fotoplay : symbolic windows

Last spring, I created this Fotoplay page using a photograph I took eight years ago at the great fort, El Morro, in Puerto Rico. I’ve since given it to a number of kids in a variety of settings; the responses are personal, mysterious, and like most art, open to interpretation.

The eight year old who created this page made, in essence, a family portrait. She has included her brother, her sister, her dog, and her parents, who are placed high up, within the largest frame.

The page below was created by a five year old girl in my CMCA ArtLab class, who for the past eight weeks, has focused on rainbows. You may have seen her work in this earlier post. Nearly all of the projects she has created at the ArtLab have included or featured a rainbow. She not only concentrates on a rainbow’s collection of colors, she also explores those interrelated arcs that nest, one inside the other.

I love how the rainbows, juxtaposed with the straight-edged geometry of the frames, seem to be living, breathing, glowing…

This girl’s focus on rainbows, which she often speaks about while working, affects the children around her in varying degrees. The page below was created by a six year old girl who did include a rainbow in one window,

but also added other symbolic objects, two that stand on pedestals like sculptures. I don’t know if the crossed lines on top of the heart shape are a set of curtains, an attempt to “cross out,” or an indication of some other thing.

The five year old who created the page below had been making small swirly forms in two earlier projects.

So I was struck by her repetition of that abstract curvy form, now re-imagined in the window frames as faces. Whose faces might they be?

I didn’t have time to ask the kids about their work, and in truth, “interpretation” hasn’t been my interest with Fotoplay. As someone who’s spent her life focused on the making of art and the meaning of images, I’m aware of the psychological and symbolic implications of the Fotoplay pages that kids have created. But I’m an artist, not an art therapist or a psychologist, so my practice has been to allow the work to stand on its own in a purely aesthetic realm. However, this particular Fotoplay page has opened the door (or window) to my thinking about Fotoplay in a way that up until this summer, I had not considered. In August, a neighbor asked me to bring a few pages up to her house, to give to her seven year old granddaughter, who was visiting with her mom for the week. This young girl’s mom is a psychologist, and her response to her daughter’s drawings was from the point of view of a psychologist. Windows and doors are of course symbols, and what was of interest, from this mom/psychologist’s perspective, was the way that her daughter not only framed something in the space of the window, but also included a figure (herself), standing beside each window, looking out. The viewer and the viewed.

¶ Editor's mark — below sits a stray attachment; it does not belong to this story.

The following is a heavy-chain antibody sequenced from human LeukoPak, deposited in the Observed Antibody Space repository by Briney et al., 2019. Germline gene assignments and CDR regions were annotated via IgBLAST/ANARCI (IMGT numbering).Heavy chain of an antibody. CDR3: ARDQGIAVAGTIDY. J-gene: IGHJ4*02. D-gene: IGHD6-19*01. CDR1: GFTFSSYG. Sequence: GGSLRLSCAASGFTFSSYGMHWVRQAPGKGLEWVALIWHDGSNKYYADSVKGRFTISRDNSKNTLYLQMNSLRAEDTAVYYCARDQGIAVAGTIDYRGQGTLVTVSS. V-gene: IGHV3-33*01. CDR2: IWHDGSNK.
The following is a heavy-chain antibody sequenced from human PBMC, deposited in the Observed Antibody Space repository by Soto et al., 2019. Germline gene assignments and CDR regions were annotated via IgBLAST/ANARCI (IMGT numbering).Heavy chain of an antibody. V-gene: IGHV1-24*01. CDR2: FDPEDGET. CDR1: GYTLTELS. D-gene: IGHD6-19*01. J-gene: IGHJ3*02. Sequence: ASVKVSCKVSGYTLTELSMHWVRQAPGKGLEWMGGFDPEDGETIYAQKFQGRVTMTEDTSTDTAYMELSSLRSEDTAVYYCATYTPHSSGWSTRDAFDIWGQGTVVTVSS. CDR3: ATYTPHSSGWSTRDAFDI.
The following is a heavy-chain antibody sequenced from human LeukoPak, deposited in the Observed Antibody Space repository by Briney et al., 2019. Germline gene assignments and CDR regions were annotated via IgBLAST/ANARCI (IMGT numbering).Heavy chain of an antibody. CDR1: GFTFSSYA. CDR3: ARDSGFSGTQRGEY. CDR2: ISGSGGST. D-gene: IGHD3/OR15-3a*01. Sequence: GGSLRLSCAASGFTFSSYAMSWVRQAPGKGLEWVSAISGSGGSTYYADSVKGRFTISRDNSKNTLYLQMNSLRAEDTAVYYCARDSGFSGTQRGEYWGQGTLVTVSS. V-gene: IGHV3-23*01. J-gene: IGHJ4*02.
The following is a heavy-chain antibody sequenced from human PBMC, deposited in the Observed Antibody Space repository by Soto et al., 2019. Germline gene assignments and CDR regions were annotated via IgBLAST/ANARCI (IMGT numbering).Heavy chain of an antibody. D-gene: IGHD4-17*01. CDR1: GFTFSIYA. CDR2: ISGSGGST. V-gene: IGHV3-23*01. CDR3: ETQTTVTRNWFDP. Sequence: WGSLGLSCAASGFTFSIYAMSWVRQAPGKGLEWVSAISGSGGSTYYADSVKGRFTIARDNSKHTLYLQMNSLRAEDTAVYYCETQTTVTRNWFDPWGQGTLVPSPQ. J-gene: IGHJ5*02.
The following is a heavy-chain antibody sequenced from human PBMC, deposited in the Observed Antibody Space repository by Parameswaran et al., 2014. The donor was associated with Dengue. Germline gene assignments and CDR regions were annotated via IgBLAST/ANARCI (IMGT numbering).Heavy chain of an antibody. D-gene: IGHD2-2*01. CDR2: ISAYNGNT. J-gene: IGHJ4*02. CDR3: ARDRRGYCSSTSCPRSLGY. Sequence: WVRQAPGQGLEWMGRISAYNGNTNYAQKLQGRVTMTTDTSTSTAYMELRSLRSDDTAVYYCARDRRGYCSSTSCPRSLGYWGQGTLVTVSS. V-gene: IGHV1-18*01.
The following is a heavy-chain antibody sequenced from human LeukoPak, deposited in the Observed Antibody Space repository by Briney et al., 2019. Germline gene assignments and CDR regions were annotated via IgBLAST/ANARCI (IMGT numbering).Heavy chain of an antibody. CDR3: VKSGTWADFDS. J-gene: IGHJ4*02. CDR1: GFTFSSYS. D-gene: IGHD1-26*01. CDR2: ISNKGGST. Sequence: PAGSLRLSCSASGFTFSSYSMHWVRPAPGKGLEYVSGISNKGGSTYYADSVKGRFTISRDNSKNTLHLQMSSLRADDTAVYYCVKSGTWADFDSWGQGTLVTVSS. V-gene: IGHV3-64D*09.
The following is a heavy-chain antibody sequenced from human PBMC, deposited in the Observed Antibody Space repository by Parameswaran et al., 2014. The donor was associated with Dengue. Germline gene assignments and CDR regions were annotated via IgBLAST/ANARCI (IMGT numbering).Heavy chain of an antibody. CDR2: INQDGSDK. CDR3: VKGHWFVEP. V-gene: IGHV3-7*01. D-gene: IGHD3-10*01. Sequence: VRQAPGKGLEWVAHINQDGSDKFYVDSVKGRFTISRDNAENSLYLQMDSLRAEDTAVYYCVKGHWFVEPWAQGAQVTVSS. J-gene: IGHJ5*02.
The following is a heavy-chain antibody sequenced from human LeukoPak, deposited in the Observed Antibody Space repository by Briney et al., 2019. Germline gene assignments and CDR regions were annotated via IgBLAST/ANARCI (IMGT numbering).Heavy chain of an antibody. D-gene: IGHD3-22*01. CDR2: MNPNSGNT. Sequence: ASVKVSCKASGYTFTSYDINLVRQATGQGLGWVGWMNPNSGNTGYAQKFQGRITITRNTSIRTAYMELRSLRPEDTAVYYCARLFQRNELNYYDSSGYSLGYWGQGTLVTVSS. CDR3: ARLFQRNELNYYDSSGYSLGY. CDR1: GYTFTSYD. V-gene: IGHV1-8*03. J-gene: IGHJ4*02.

While her work is a direct response to my prompt (“who is looking out of the windows?”) it’s also a reflection of her awareness of herself, and her power in directing/focusing both her gaze and ours on selected objects and figures.

A number of art therapists have responded to my Fotoplay pages, suggesting they would be a fabulous resource for their work. Their responses, along with work created by the children, has inspired me to create more Fotoplay pages…with windows, and doors, and other framed spaces.

*Please email me if you’re interested in publishing this work commercially.   The first Fotoplay Book was published in March 2012… AND the new Fotoplay Book will be published by Chronicle Books in 2014.